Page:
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On this Ruby on Rails tutorial, we will cover about Actioncable. A websocket protocol is a variation of HTTP that creates a continuous connection between client and server so that there exists two way connection between them. Using this we can achieve real time applications like chat apps, gaming apps that are powerful than ordinary web pages. HTTP is a half duplex connection meaning that at a given time there exists only one way connection. The example is a walkie talkie. In HTTP there exists request and response cycle, the server responds only if the client requests a resource. Web socket protocol is a full duplex connection between client and server, this allows them to connect persistently. Example is mobile phone.In rails world there used to be pooling instead of websockets. Pooling means refreshing your browser in specific interval to check if something has changed in the server.

Now we have actioncable integrated into rails to make working with web sockets easier. We can get full persistent connection between client and server.



Let’s create a rails project without test suite to make it simple and integrate all the gems necessary, i.e devise and bootstrap.

$ rails new my_chat_app -T


In your Gemfile add the following gems


gem ‘devise’

gem ‘bootstrap-saas’, ‘~>3.3.6’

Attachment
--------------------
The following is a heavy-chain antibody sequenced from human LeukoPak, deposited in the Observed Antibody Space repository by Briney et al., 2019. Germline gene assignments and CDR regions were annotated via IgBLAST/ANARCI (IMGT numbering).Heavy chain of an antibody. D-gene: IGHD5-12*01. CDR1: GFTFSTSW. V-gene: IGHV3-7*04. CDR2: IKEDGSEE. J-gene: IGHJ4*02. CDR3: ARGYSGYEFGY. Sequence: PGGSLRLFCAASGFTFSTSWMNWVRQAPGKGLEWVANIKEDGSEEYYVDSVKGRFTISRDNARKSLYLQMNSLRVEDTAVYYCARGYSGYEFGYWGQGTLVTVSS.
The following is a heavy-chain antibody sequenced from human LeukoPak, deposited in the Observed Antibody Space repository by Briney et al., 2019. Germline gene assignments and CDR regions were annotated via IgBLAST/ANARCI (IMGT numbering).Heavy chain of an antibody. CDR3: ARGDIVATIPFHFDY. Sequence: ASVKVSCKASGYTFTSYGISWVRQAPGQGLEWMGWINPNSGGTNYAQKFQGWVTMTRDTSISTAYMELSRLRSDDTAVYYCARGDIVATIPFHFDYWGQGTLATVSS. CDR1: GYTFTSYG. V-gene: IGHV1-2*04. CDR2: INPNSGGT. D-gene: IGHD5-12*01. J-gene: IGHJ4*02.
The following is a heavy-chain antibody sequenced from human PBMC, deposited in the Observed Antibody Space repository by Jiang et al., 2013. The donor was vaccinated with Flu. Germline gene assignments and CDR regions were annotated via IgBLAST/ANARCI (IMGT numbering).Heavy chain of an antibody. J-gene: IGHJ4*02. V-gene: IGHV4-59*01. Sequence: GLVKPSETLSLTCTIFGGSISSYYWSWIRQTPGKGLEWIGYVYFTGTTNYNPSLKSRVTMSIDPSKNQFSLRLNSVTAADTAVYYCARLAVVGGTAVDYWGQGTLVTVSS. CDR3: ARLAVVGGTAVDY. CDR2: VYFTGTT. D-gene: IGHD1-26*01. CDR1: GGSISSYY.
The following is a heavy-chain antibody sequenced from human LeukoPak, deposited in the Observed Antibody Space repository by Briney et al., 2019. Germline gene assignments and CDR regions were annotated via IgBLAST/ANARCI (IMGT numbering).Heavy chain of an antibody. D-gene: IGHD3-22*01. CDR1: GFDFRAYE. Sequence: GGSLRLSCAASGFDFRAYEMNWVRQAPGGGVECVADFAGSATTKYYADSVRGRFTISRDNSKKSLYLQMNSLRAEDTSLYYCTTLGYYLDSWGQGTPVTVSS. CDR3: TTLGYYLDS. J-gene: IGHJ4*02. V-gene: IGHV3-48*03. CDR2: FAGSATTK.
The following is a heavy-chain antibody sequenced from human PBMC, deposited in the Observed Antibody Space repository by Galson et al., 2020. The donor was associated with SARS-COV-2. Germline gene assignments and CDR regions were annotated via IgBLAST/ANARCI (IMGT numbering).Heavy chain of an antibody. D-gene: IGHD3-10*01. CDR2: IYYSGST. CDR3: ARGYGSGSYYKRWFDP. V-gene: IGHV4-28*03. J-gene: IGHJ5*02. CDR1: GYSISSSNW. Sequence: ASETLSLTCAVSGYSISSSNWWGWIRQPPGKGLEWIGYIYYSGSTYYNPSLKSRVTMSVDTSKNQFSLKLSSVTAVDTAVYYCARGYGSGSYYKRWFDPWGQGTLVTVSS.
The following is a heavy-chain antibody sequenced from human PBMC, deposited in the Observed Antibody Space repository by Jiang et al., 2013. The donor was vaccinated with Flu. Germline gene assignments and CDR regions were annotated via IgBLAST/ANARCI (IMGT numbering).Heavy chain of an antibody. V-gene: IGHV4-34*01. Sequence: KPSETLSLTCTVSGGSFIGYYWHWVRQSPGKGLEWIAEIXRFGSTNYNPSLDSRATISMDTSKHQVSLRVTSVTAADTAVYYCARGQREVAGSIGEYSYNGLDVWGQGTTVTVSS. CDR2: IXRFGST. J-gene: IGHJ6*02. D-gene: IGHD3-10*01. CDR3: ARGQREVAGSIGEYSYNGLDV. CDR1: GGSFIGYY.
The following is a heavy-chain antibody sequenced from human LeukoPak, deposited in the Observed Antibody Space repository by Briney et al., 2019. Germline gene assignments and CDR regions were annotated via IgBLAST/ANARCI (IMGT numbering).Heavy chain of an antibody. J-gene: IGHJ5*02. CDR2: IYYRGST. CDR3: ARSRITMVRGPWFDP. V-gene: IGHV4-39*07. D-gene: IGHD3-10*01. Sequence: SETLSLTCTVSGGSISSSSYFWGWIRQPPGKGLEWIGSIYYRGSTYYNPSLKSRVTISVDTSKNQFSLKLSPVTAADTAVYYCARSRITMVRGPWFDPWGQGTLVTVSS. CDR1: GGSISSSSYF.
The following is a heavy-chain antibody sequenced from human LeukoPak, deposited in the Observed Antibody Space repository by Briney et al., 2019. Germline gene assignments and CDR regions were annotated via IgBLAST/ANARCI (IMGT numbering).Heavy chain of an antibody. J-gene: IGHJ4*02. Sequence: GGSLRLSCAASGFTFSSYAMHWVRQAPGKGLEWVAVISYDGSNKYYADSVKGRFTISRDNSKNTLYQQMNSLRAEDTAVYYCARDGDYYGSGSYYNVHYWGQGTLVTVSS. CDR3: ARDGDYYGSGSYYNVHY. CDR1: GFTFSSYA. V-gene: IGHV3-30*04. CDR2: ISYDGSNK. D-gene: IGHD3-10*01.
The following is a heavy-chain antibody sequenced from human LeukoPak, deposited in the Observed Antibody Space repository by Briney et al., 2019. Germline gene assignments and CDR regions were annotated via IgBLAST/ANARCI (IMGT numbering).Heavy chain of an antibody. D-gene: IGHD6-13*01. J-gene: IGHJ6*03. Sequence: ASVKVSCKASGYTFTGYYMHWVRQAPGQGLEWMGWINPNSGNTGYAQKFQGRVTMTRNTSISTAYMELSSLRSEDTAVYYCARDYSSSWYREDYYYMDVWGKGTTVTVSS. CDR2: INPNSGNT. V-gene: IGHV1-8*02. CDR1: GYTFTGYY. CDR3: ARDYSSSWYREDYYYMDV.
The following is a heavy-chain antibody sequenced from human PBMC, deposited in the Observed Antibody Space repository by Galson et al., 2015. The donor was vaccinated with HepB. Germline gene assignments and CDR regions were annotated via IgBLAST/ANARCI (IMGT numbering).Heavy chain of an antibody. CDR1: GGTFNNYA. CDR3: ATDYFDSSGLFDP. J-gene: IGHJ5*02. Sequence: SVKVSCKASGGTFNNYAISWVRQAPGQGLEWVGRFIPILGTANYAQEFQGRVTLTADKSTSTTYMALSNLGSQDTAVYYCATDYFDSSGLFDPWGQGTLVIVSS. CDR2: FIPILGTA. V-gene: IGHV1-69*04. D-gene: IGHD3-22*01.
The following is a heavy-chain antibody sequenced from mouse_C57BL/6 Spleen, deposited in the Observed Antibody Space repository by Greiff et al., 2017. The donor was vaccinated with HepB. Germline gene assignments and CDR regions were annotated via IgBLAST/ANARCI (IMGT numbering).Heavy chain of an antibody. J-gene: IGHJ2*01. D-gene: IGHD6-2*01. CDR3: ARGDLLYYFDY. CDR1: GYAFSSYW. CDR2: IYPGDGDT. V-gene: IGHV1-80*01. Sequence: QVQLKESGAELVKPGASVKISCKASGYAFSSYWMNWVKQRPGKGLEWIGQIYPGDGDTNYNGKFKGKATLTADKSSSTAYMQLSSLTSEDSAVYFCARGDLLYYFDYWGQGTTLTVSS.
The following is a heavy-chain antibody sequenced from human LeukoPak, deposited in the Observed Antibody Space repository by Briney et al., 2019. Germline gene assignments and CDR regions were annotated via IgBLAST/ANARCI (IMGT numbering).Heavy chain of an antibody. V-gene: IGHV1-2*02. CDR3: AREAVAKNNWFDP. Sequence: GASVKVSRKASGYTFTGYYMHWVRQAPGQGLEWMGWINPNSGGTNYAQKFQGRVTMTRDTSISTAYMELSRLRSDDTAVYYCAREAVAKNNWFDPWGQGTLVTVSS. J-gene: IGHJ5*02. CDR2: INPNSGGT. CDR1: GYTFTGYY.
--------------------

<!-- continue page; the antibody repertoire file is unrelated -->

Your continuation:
Run the bundler to install the gems. Rename the app/stylesheetw/application.css to app/stylesheets/application.scss and add the following import for bootstrap to work.

@import “bootstrap”


Now we need to work on devise for User model and configurations. Run these devise commands

$ rails g devise:install

$ rails g devise User username:string

$ rails g devise:views

$ rails db:migrate


Let’s add the filter to controller so that only logged in user can use our application. So in our application_controller.rb file add the following line


before_action :authenticate_user!



Next, we need to create models for chat room . A chat room must have a name and a creator. So run this command below

$ rails g model ChatRoom title:string user:references

$ rails db:migrate


A user can create many chat rooms. So let’s create the association.



has_many: chatrooms, dependent: :destroy



Next, we need a controller to our chat room. Let’s create a ChatRoomController.



class ChatRoomsController < ApplicationController

 def index

   @chat_rooms = ChatRoom.all



 def new

   @chat_room = ChatRoom.new



 def create

   @chat_room = current_user.chat_rooms.build(chat_room_params)

   if @chat_room.save

     flash[:success] = ‘Chat room added!’

     redirect_to chat_rooms_path


     render ‘new’






 def chat_room_params






Now let’s create a view that displays all of the chatrooms in views/chatrooms/index.html.erb

<h2>Chat rooms</h2>


<p class=”chatroom”>

       <%= link_to ‘New chat room’, new_chat_room_path, class: ‘btn btn-primary’ %>




 <%= render @chat_rooms %> # To display all the rooms




We need another view for creating a new chat room that contains the form for entering the details of chat room.

<h2>Create a chat room</h1>


<%= form_for @chat_room do |f| %>

 <div class=”form-group”>

   <%= f.label :title %>

   <%= f.text_field :title, autofocus: true, class: ‘form-control’ %>



 <%= f.submit “Add!”, class: ‘btn btn-primary’ %>

<% end %>



Now we have chatroom model and controller along with views. Now we need a message model . So let’s generate a model. We want to generate a scaffold for this.

$ rails g scaffold Message body:text user:references chat_room:references


Then run the migration.

Make sure you have the proper model associations for your message, user and chatroom models. And also use dependent: :destroy property for required models.

Adding ActionCable